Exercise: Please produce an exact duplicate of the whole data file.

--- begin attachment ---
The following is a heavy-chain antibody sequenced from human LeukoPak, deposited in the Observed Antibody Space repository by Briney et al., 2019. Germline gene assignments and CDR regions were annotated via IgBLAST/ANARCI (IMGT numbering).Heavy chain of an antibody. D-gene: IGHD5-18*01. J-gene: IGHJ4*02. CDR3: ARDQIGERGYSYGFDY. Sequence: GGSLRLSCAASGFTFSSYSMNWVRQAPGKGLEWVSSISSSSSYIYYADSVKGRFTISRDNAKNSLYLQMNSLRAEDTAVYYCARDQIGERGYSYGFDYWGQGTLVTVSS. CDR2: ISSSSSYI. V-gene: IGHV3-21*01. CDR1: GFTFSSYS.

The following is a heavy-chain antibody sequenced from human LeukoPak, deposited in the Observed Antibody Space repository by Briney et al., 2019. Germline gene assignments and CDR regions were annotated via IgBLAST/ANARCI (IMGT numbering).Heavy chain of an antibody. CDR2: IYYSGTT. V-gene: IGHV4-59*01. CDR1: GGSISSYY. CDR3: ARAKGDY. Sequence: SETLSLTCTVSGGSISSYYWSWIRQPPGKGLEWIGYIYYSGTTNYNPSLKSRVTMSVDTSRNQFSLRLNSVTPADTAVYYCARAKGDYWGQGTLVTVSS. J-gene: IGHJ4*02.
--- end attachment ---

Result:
The following is a heavy-chain antibody sequenced from human LeukoPak, deposited in the Observed Antibody Space repository by Briney et al., 2019. Germline gene assignments and CDR regions were annotated via IgBLAST/ANARCI (IMGT numbering).Heavy chain of an antibody. D-gene: IGHD5-18*01. J-gene: IGHJ4*02. CDR3: ARDQIGERGYSYGFDY. Sequence: GGSLRLSCAASGFTFSSYSMNWVRQAPGKGLEWVSSISSSSSYIYYADSVKGRFTISRDNAKNSLYLQMNSLRAEDTAVYYCARDQIGERGYSYGFDYWGQGTLVTVSS. CDR2: ISSSSSYI. V-gene: IGHV3-21*01. CDR1: GFTFSSYS.

The following is a heavy-chain antibody sequenced from human LeukoPak, deposited in the Observed Antibody Space repository by Briney et al., 2019. Germline gene assignments and CDR regions were annotated via IgBLAST/ANARCI (IMGT numbering).Heavy chain of an antibody. CDR2: IYYSGTT. V-gene: IGHV4-59*01. CDR1: GGSISSYY. CDR3: ARAKGDY. Sequence: SETLSLTCTVSGGSISSYYWSWIRQPPGKGLEWIGYIYYSGTTNYNPSLKSRVTMSVDTSRNQFSLRLNSVTPADTAVYYCARAKGDYWGQGTLVTVSS. J-gene: IGHJ4*02.